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Al Alam Palace and the Old Muscat


On my second day in Oman – the first day was spent in the launch of Mina Al Sultan Qaboos Waterfront – I hired a taxi driver to bring me to tourist spots in Muscat. I deemed it safe to roam Muscat alone because I read from online travel sites that Oman is one of the safest Middle East countries for a solo traveler.

He brought me first to Sultan Qaboos Mosque then to Muttrah Souq. By afternoon, I'm done with all the top tourist spots except for The Royal Opera House which I missed because it was only open for more or less a couple of hours on mornings.

He offered to bring me to the Sultan's Palace and the Old Muscat. I hesitated because it was already lunchtime and just by looking at his pale face, it was obvious that he hasn't taken his lunch yet. But he looked sincere when he suggested that. Although I am pressed for time, I still said yes because I wanted to make the most out of this trip.






You might say that I got a bit excited when we reached the end of the corniche and meandered uphill to Old Muscat. The town looked quiet. There were less people on the road. There were old houses and remnants of buildings. Maybe, because it was high noon.



Again, I hesitated on taking pictures of the Al Alam Palace. I don't want to embarass myself again like what I did in Sultan Qaboos Mosque. But the driver assured me it was alright. I was the only tourist there and I had the front yard and garden all to myself!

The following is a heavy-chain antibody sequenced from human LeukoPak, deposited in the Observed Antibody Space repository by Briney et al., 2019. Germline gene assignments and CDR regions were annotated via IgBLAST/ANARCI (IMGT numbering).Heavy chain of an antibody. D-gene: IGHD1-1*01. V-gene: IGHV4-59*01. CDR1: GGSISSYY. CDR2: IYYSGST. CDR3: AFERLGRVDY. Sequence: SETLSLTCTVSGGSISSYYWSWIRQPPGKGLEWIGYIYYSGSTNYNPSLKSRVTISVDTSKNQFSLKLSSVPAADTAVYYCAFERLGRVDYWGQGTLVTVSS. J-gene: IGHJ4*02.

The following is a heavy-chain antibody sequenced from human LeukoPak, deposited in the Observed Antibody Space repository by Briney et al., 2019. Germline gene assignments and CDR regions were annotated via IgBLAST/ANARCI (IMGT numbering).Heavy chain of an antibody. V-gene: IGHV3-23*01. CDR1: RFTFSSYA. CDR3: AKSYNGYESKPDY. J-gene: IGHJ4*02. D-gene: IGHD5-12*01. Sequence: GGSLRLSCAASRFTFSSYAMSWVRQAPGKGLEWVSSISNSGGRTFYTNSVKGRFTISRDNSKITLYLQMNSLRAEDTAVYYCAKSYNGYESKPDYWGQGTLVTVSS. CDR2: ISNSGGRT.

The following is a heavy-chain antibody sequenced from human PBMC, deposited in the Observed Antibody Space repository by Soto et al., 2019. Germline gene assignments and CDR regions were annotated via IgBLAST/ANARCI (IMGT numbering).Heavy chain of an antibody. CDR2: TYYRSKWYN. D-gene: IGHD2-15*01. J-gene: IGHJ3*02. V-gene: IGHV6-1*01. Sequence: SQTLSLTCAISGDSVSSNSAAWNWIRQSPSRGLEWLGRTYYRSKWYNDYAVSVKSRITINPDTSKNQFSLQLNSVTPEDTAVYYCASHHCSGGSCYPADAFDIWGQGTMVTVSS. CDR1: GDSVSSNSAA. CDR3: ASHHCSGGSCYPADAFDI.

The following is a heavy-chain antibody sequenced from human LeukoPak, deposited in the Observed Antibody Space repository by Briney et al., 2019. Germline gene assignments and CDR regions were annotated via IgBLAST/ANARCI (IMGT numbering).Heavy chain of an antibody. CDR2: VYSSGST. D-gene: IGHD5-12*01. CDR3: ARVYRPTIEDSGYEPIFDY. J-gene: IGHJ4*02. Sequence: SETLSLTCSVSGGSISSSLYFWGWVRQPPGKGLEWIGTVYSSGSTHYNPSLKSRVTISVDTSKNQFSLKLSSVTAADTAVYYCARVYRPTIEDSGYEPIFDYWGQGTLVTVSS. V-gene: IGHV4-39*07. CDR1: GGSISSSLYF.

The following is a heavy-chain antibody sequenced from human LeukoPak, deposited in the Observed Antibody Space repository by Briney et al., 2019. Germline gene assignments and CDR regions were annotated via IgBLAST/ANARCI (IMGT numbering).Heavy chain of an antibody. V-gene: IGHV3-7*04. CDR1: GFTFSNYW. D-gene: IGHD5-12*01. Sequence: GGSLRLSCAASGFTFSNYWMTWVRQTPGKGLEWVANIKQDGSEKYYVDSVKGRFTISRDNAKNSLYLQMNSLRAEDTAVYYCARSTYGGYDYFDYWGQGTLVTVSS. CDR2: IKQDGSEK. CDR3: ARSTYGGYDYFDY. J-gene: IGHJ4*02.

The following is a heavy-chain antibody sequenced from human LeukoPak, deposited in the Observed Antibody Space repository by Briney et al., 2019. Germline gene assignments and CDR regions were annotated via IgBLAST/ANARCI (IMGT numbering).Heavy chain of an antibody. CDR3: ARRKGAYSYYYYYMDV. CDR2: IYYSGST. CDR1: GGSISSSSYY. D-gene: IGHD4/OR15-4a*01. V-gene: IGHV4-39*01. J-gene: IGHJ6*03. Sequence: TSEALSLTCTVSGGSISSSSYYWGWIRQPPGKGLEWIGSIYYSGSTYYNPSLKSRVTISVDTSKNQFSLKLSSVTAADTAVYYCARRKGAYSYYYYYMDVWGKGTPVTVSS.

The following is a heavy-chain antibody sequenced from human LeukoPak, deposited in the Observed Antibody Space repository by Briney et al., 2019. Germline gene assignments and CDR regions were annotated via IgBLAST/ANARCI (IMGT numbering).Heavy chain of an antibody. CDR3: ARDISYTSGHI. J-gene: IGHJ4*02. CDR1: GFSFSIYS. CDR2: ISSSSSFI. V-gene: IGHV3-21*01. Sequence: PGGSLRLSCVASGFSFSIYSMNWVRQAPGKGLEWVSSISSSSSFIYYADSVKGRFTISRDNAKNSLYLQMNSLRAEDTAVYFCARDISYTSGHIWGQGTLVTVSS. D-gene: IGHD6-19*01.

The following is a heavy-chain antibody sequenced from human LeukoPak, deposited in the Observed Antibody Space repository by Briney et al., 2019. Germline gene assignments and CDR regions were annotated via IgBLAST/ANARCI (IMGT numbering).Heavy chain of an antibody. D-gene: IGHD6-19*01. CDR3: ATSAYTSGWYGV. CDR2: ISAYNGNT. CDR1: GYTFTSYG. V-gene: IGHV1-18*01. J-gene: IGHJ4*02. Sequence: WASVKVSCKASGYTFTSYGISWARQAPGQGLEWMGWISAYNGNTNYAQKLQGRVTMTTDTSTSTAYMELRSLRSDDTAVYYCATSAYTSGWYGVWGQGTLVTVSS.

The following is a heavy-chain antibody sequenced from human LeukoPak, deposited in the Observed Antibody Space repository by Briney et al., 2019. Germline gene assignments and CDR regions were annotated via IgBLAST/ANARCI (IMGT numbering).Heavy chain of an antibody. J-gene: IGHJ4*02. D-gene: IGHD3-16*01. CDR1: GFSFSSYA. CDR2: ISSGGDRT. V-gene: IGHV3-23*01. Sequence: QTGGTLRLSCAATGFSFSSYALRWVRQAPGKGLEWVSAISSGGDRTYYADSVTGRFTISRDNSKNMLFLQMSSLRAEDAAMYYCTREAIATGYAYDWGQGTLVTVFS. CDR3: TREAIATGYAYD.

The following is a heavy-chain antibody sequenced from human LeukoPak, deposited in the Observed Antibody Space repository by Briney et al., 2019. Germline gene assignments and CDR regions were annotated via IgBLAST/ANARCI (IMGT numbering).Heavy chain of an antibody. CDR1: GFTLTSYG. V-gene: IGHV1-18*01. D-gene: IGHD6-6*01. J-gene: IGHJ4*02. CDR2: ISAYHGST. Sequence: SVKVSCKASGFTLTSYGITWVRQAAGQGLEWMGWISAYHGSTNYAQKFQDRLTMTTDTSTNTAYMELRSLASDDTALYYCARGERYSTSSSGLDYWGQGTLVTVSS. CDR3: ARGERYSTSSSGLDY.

*According to Wikipedia, Al Alam means "The Flag" in Arabic. It is one of the six royal residences of the ruling monarch, Sultan Qaboos and it was built by Imam Sultan bin Ahmed, the 7th direct grandfather of the current Sultan. The existing palace, which has a facade of gold and blue. Visitors are not allowed inside the palace, though they are permitted to stop near the gates and take photographs. Al Alam Palace is surrounded by the Al Mirani and Al Jalali Forts built in the 16th century by the Portuguese.

The Palace is used for official functions and ceremonies and for receiving distinguished visitors. The Queen Elizabeth II and Queen Beatrix of the Netherlands were received by Sultan Qaboos during their state visits to Oman.

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After taking pictures of the palace, I immediately asked the taxi driver to bring me back to the hotel as I worried that I might not be able to rest and prepare for my flight back to Riyadh. From there, we passed by the Muscat Gate House Museum again, which I wasn't able to visit for lack of time. But according to Tripadvisor, it's a must-visit place in Muscat. Maybe, next time.


We also passed by Al Riyam Park and its tower. The good driver asked if I wanted to take pictures but I said no that time. I was a bit tired already.

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There's so much to see and discover in Old Muscat. If only I had more time, I would have strolled along the 16th century city walls; or walked along the corniche from Al Riyam Park to Muttrah Souq to the Fish Market (that's worth a day's walk!); or went up the hills to check the forts and enjoy a sweeping view of the Muttrah Bay; or get lost again (and shop more!) in Muttrah Souq.

Maybe, next time.


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